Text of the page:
Shortly after the Final Rule was released, a coalition of 10 States Attorneys General, including Georgia, West Virginia, and Alaska, sued the SEC, arguing that the Rule was “illegal and unconstitutional.” 

Just last week, the U.S. Chamber of Commerce, which represents a cross-section of American industries, also followed (and filed) suit, seeking to halt implementation of the Final Rule. Executive Vice President of the Chamber’s capital-markets group, Tom Quaadman, stated that the changes would “only create more confusion and undermine investor confidence in our public company system.”

Environmental Response

The Sierra Club, not to be outdone by Big Business, also filed suit last week, this time in the U.S. Court of Appeals for the D.C. Circuit. It alleged the Final Rule doesn’t go far enough to protect investors, and that stripping the Final Rule of its Scope 3 emissions disclosures was arbitrary. The Sierra Club in a statement said that its organization and its members manage millions of dollars in investments, which they cannot adequately manage without full and complete information about downstream climate risks. By failing to preserve more robust disclosure requirements, the SEC fell short of its responsibility under federal law to protect investors, the Sierra Club argued.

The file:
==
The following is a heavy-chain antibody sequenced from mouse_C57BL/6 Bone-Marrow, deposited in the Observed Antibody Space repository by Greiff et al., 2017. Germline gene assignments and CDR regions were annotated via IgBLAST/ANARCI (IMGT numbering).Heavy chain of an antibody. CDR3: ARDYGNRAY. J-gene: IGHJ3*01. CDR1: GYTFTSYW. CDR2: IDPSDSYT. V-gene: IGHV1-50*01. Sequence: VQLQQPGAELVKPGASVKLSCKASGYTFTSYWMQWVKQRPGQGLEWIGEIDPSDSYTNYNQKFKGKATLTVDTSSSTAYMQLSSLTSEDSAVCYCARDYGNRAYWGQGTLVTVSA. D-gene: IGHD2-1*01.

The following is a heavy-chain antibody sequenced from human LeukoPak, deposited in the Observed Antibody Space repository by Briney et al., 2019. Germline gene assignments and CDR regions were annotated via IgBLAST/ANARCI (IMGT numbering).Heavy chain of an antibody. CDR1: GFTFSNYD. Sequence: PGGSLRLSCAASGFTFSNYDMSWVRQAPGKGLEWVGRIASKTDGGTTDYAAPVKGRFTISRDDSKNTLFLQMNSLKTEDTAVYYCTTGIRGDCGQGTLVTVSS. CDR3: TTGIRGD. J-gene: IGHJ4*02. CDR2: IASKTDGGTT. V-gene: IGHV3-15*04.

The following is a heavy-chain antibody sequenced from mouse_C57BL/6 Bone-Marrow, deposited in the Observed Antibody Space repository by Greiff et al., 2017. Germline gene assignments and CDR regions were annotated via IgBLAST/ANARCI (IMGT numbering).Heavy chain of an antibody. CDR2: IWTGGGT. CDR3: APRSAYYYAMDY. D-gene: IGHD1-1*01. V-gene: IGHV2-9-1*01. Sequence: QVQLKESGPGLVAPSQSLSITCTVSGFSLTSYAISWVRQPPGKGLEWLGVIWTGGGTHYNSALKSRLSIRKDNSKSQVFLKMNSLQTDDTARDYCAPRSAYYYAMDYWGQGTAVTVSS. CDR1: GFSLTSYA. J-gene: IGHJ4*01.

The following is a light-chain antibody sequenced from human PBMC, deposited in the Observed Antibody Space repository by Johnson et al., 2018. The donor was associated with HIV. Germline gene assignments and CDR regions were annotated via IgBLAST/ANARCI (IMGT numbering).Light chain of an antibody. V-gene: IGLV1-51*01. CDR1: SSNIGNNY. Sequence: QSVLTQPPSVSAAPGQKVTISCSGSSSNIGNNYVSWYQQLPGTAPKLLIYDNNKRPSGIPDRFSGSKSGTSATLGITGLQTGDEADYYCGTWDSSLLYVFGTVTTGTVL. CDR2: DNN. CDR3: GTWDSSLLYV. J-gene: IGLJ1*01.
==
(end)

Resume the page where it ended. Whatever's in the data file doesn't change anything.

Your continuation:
A Surprise 

But one group seems at least partially satisfied. Small businesses have so far reacted with appreciation that the SEC backed down from certain disclosure requirements. The lack of Scope 3 emissions requirements – quantifying the carbon footprint from supply chains and the use of their products – is a reprieve for small businesses worried they would be roped into their big customers’ compliance and accounting burdens (without the resources that big businesses have to fully capture that information). Executive Director of the National Federation of Independent Business’s Small Business Legal Center, Beth Milito, stated that “Small businesses can breathe a sigh of relief.” The National Association of Manufacturers saw the removal of Scope 3 disclosures as “progress”. 


The lawsuits by Big Oil – the Liberty Energy and Nomad Proppant Services lawsuit – and so-called Big Business – U.S. Chamber of Commerce – shouldn’t be conflated with the reactions of small and mid-sized businesses. President of the National Association of Egg Farmers, Ken Klippen, says “[he] feel[s] better. It’ll take some of the pressure off.” in response to the SEC’s axing of Scope 3 disclosures. 

Despite the reaction from massive multi-billion-dollar corporations that have the resources necessary to comply with Scope 3 disclosures, their reaction doesn’t reflect the desire many small and mid-sized businesses have to work with and encourage environmental responsibility. 

Chief Executive of Ohio-based food wholesaler Happy Chicken Farms and Merry Milk Maid, Bruce Lackey, sells to gigantic grocery chain Kroger. He stated in a recent New York Times article that he isn’t opposed to all environmental regulation: “Hey, I’m all for clean air and water.”

Despite the point of tension between Big Business and the chicken farm that sells to Big Business down the road, responsible and attainable environmental regulation and accountability is possible, and the SEC, after a multi-year process, has found a medium that can work for now.